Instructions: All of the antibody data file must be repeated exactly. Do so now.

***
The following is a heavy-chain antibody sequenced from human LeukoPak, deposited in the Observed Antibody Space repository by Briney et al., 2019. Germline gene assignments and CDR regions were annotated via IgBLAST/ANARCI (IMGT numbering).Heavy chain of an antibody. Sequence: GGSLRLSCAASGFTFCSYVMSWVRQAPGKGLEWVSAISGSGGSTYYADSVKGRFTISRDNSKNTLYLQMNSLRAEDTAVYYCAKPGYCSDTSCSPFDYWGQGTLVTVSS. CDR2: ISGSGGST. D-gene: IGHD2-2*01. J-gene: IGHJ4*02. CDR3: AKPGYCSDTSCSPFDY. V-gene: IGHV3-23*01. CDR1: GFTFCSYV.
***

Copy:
The following is a heavy-chain antibody sequenced from human LeukoPak, deposited in the Observed Antibody Space repository by Briney et al., 2019. Germline gene assignments and CDR regions were annotated via IgBLAST/ANARCI (IMGT numbering).Heavy chain of an antibody. Sequence: GGSLRLSCAASGFTFCSYVMSWVRQAPGKGLEWVSAISGSGGSTYYADSVKGRFTISRDNSKNTLYLQMNSLRAEDTAVYYCAKPGYCSDTSCSPFDYWGQGTLVTVSS. CDR2: ISGSGGST. D-gene: IGHD2-2*01. J-gene: IGHJ4*02. CDR3: AKPGYCSDTSCSPFDY. V-gene: IGHV3-23*01. CDR1: GFTFCSYV.